Despite a new Resident Evil movie hitting our screens just last year, streaming service Netflix has been developing a TV series based on the hit horror game franchise, and the show is set to hit the small screen this week. In the new Resident Evil Netflix series, much of the lore of the original videogame is present and accounted for, but the show does offer a fresh take on the undead in the franchise.
As you would expect from any zombie movie or sci-fi series based on flesh-eaters, the approach to bringing the zombies to the screen, and the manner in which they operate is a crucial element. For Resident Evil fans, there is a longstanding history of how their particular brand of zombies go about their brutal business.
For the latest interpretation of the situation in Raccoon City, Netflix digs into the dodgy experiments of the Umbrella Corporation and their role in the outbreak of the T-Virus; pretty standard stuff. With their zombies, however, the creators have deviated from the breed we see in the videogame from the ‘90s.
In the classic survival game, the zombies attacking Raccoon City are slow and sluggish, much like the undead in George A. Romero’s horror movie masterpiece, Night of the Living Dead. Their lack of pace though, certainly doesn’t detract from how terrifying those games are.
The zombies in the game also lack intelligence, at first at least. Although they develop a better understanding of the behaviours of the human survivors as time goes on, the general concept that these beasts are quite literally braindead, does offer some hope for players hoping to make it out alive.
Similarly, in the Resident Evil movie series, the rotting adversaries are basically very slow and very stupid. Eventually, they begin to attack en masse, but not until the fourth science fiction movie of the franchise. It would appear Netflix has taken a leaf out of the book of Resident Evil: The Final Chapter.
In the Resident Evil Netflix series, the zombies have stepped up a notch it seems. Long gone are the dead folk dragging their feet, replaced instead by infected beings who are capable of moving pretty damn quickly, which definitely helps to make them more scary than those in the games.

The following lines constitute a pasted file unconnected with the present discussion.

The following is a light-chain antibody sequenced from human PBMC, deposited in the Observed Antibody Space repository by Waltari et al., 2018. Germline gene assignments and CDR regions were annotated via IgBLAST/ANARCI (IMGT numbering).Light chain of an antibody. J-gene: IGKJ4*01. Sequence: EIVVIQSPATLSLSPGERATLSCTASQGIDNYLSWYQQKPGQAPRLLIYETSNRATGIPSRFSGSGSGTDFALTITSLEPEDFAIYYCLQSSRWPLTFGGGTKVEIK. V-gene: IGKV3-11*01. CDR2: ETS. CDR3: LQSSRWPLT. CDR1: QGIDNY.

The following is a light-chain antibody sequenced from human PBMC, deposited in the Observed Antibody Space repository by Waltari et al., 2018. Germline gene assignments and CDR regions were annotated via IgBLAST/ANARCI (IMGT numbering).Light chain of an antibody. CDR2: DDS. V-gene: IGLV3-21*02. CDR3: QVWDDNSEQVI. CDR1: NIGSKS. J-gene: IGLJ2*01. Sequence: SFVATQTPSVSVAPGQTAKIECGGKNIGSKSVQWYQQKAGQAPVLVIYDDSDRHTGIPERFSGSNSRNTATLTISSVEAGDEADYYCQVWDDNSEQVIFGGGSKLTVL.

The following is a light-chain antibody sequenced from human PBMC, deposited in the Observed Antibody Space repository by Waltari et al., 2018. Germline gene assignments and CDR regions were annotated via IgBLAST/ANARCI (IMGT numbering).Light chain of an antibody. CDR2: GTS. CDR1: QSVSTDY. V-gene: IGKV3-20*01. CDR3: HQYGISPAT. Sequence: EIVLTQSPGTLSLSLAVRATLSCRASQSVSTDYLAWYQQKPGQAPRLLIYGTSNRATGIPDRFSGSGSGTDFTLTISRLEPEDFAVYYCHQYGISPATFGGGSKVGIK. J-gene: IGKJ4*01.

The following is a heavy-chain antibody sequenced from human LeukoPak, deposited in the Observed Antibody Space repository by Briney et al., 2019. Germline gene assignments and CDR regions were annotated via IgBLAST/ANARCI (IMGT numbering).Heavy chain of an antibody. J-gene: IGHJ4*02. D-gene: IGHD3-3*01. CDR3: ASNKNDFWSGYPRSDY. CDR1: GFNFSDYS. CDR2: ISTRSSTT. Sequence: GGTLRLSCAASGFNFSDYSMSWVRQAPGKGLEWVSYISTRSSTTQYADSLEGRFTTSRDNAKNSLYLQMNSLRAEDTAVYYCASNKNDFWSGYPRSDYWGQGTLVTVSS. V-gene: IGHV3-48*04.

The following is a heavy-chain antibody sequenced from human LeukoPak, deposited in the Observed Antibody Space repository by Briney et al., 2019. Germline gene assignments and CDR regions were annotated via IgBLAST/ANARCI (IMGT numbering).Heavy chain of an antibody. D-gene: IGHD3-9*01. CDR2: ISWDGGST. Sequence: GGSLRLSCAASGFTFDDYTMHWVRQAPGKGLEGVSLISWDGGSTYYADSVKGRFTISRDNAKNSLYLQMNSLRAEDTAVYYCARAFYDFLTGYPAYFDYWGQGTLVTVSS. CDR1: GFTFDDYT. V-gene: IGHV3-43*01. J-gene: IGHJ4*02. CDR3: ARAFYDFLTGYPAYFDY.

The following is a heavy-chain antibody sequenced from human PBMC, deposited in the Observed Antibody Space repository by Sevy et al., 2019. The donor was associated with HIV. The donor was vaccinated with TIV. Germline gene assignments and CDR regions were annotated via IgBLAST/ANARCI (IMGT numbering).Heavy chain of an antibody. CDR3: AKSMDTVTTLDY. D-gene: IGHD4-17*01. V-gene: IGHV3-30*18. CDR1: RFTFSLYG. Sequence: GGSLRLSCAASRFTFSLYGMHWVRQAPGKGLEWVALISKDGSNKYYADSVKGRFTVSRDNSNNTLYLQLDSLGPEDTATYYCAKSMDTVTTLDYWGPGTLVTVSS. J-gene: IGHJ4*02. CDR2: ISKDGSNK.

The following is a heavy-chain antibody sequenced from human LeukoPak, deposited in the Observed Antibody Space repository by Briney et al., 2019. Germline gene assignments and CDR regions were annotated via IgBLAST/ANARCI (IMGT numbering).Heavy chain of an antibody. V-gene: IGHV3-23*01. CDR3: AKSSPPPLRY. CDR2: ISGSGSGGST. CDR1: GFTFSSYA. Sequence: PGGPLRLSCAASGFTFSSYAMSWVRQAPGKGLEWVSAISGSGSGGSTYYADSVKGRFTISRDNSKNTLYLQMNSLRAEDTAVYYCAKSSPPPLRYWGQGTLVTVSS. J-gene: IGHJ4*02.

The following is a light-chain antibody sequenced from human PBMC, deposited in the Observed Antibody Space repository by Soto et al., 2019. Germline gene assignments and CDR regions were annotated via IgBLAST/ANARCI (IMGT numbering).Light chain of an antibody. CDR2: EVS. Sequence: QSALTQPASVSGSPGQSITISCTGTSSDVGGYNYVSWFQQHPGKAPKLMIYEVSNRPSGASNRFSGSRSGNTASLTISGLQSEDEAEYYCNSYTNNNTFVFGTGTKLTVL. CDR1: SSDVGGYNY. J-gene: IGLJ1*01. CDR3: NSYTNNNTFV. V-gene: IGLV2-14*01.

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The brain function issues still remain from what we’ve seen in the first four episodes of the new series, but it’s very likely that the zombies will follow a similar trajectory to those in the games and the 2000s movies and begin to learn to hunt more strategically. If that is the case, we could have some pretty formidable walking dead on our hands.
When you compare this depiction to other modern styles of zombie, the Resident Evil Netflix series does find itself lacking somewhat though. If it’s speed you’re after, look no further than the Korean movie Train to Busan, in which the horrifying flesh-eaters are quick enough to catch you before you can say “first class.”
Similarly, the Brad Pitt vehicle World War Z features some of the zoomiest zombies you’re ever likely to see. The thriller movie will always be seared into my memory for the scene where the hordes of rather nimble necro-nemeses ascend a huge wall, rendering all mankind’s defences useless.
This can’t quite be put down to any form of intelligence though, more instinctive, animalistic behaviour. Perhaps the most fearsome of all zombies on the big screen are the vampyric shadow-lurkers in I Am Legend, not least because of their impressive ability to hunt with meticulous precision and deadly cunning.
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You see, it doesn’t really matter how fast your zombies can move, if they don’t have the brains to back it up. The tension of watching someone try to outrun a flesh-eating foe is exciting, but nothing is quite as enthralling as seeing a conscious, bloodthirsty killer stalk its prey.
While the Resident Evil Netflix series may have got its zombies hitting the ground running, we need to see them step up their pragmatism if this show hopes to earn its place in Raccoon City folklore.